Do-It-Yourself Audiobook Narration

While many well-known authors use popular audiobook narrators for their audiobooks, self-publishing authors often decide to narrate their own manuscripts. While this approach has pitfalls, with some quality equipment and trial and error, many technical problems can be avoided.

Many self-published authors are quite capable of narrating their own books. While audiobook narration can be difficult to adjust to, experimenting with tone and speed before trying to record for an audience can help create a good outcome.

However, if you’re paying for studio time, that experimentation can come at a high price.

It is possible, however, to use your own home as your recording studio.

First, you'll need a room with good acoustics. You don't want an echo from the room itself, or traffic noises coming from the outdoors.

You'll also need to have a computer that doesn't make a lot of noise. Generally, a laptop will be less noisy than a desktop; Apple products seem to have an advantage here as well.

A very good microphone is essential. Do not use the microphone built into your computer or webcam. Nor should you choose a microphone based on its sensitivity. Instead, you should choose a directional microphone - one that will record sound from in front of the microphone only. A cardoid polar pattern will also reduce unwanted sounds from the side and rear of the microphone.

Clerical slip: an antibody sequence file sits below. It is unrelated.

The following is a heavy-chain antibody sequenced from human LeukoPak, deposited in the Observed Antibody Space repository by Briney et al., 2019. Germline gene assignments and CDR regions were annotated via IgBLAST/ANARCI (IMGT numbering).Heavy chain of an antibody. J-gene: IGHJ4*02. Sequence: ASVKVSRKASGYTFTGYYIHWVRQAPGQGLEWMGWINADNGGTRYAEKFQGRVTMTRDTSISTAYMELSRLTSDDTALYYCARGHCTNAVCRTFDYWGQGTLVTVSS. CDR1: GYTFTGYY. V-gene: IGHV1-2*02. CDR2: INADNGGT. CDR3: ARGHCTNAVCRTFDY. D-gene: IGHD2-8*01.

You'll need a microphone stand, as handling the microphone during narration will produce unwanted noise, and you'll also want to pick up a pop filter or wind screen to reduce "plosives" - the unwanted breath pops that occur when speaking certain consonants into the microphone.

Unless you plan on running your audio through a mixer and amp before sending it to the computer, you can choose a microphone that plugs directly into the USB port of your computer.

Once your audio is recorded, you can fix small errors and improve sound quality with post-processing.

Don't expect perfect results the first time. It may take quite a lot of experimentation before you get a result you like. Even then, you should ask for feedback from others who know about audio recording.

A good place to look for advice on audio narration is Librivox. In fact, recording a chapter or two, or a few short stories for Librivox can be a good way to learn what works and what doesn’t when you’re narrating. The forums can help you learn how to improve your narration, as well as how to best clean up your audio files with software.

Most narrators on Librivox use the free and open source Audacity software. While it is free, there is a learning curve, so practicing with some public domain stories will help you feel comfortable with the process.

Wendy Woudstra

Homeschool mom, coder, web developer, book lover, geek, writer, and a pretty nice person. Find out more about me at

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